Statistical analysis

Baseline characteristics, treatment parameters, and dosimetry factors were compared between the two groups (monotherapy and EBRT combination therapy) using Mann-Whitney U test, χ2 test, and Fisher exact test, as appropriate. Shapiro-Wilk test was applied to evaluate the normality of distribution of continuous variables. All data were expressed as median (range). Kaplan-Meier method was used to evaluate the bio-chemical relapse-free survival (bRFS), cause-specific survival (CSS), and overall survival (OS). bRFS was defined according to Phoenix definition [15]. Differences between Kaplan-Meier curves were examined using log-rank test. Univariate and multivariate logistic regression analyses were performed to examine independent predictors associated with grade ≥ 1 GU and GI adverse events in acute and late phases. For multivariate analysis, age, EBRT, NAHT, AHT, and factors with a p-value ≤ 0.1 in univariate analysis were selected as variables. All statistical analyses were performed using JMP version 15 (SAS Institute Inc., Cary, NC, USA). All tests were two-sided, and a p < 0.05 was considered statistically significant.

This retrospective study was approved by the authors’ affiliated institution. Study protocol conformed to provisions of Declaration of Helsinki (as revised in Fortaleza, Brazil, October 2013). Informed consent was obtained from all patients involved in this study.

Results

Table 1 shows baseline characteristics and treatment parameters of the 334 patients. The median age of the overall cohort was 68 (50-83) years. The low-, intermediate-, and high-risk groups consisted of 133 (39.8%), 163 (48.8%), and 38 (11.3%) patients, respectively. The median follow-up period was 71 (range, 24-156) months. There was no significant difference in baseline IPSS severity and UCLA-PCI urinary function between the LDB monotherapy and the EBRT combination therapy groups. In contrast, the monotherapy group had a significantly higher UCLA-PCI bowel function than the EBRT group. The EBRT combination group was significantly older and had a higher ACCI than the LDB monotherapy group.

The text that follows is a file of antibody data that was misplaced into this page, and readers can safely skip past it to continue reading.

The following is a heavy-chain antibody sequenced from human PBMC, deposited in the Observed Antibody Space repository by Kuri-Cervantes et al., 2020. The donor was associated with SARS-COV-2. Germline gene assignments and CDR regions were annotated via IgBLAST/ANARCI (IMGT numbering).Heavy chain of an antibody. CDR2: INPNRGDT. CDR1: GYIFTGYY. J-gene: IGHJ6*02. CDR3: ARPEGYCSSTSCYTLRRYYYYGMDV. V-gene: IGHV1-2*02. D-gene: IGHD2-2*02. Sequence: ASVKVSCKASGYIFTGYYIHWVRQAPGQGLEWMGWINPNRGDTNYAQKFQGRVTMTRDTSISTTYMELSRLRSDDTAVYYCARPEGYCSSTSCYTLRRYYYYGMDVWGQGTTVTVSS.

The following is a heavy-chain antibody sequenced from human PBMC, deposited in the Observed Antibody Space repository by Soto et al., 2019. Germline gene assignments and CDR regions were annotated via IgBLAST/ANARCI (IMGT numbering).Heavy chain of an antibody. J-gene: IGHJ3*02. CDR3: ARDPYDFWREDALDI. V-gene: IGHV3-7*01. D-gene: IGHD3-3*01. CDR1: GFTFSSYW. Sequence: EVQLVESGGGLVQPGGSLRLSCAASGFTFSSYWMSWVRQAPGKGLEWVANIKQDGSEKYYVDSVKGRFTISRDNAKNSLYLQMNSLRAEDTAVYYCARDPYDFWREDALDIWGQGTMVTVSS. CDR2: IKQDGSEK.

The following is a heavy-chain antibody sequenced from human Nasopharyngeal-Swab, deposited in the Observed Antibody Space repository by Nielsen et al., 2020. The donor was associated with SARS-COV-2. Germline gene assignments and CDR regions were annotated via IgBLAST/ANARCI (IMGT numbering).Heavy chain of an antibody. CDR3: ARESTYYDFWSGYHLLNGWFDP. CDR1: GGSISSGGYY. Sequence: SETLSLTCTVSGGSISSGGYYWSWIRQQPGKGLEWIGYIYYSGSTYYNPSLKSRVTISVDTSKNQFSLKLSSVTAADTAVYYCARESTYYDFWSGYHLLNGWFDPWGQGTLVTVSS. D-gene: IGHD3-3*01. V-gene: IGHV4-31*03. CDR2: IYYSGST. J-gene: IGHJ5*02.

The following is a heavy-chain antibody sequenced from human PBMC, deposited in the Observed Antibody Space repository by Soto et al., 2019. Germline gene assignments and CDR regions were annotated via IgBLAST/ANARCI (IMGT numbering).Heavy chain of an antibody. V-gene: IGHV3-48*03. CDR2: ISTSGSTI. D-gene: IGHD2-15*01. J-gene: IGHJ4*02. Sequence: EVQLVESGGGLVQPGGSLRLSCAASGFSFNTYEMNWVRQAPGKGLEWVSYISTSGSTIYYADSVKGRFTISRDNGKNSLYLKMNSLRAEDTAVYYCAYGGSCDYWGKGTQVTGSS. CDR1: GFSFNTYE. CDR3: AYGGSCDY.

Table 1

Patients’ characteristics at baseline

VariablesTotal (N = 334)LDB monotherapy (n = 240)EBRT combination (n = 94)p-value
Age (years), median (range)68 (50.0-83.0)68 (50.0-83.0)72 (51-82)< 0.0001
BMI (kg/m2), median (range)24 (15.7-36.1)24.1 (15.7-36.1)23.9 (16.9-31.2)0.399
Initial PSA (ng/ml), median (range)6.4 (2.34-135.09)6 (2.3-20.5)8.6 (2.9-135.1)< 0.0001
T stage, n (%)
≤ T2a295 (88.3)230 (95.8)65 (69.2)< 0.0001
≥ T2b39 (11.7)10 (4.2)29 (30.8)
Gleason score, n (%)
≤ 3 + 4257 (76.9)237 (98.8)20 (21.3)< 0.0001
≥ 4 + 377 (23.1)3 (1.2)74 (78.7)
NCCN risk classification, n (%)
Low133 (39.8)133 (55.4)0 (0.0)< 0.0001
Intermediate163 (48.8)105 (43.8)58 (61.7)
High38 (11.3)23 (0.8)36 (38.3)
Positive core rate (%), median (range)25 (4.0-100.0)16.7 (6.3-66.7)31.5 (4.0-100.0)< 0.0001
Neoadjuvant hormone therapy, n (%)
Yes145 (43.4)80 (33.3)65 (69.2)< 0.0001
No189 (56.6)160 (66.7)29 (30.9)
Adjuvant hormone therapy, n (%)
Yes38 (11.4)0 (0.0)38 (40.4)< 0.0001
No296 (88.6)240 (100.0)56 (59.6)
Baseline IPSS, n (%)
≥ Moderate193 (58.1)99 (41.6)40 (42.6)0.902
Mild139 (41.9)139 (58.4)54 (57.4)
UCLA-PCI baseline urinary function, median (range)100 (43.2-100.0)100 (46.6-100.0)100 (43.2-100.0)0.142
UCLA-PCI baseline bowel function, median (range)75 (20.8-93.8)75 (20.8-93.8)75 (28.8-83.3)0.002
Use of α1-blockers, n (%)
Yes211 (63.2)172 (71.7)39 (41.5)< 0.0001
No123 (36.8)68 (28.3)55 (58.5)
Use of PDE5i, n (%)
Yes91 (27.2)42 (17.5)49 (52.1)< 0.0001
No243 (72.8)198 (82.5)45 (47.9)
Use of anticoagulants or antiplatelet agents, n (%)
Yes57 (17.1)31 (12.9)26 (27.7)0.002
No277 (82.9)209 (87.1)68 (72.3)
Hemorrhoids, n (%)
Yes22 (6.6)14 (5.8)8 (8.5)0.461
No312 (93.4)226 (94.2)86 (91.5)
ACCI, n (%)
≤ 3130 (38.9)112 (46.7)18 (19.2)< 0.0001
> 3204 (61.1)128 (53.3)76 (80.8)
Follow-up in months, median (range)71 (24.0-156.0)83 (24.0-156.0)42 (24-108)< 0.0001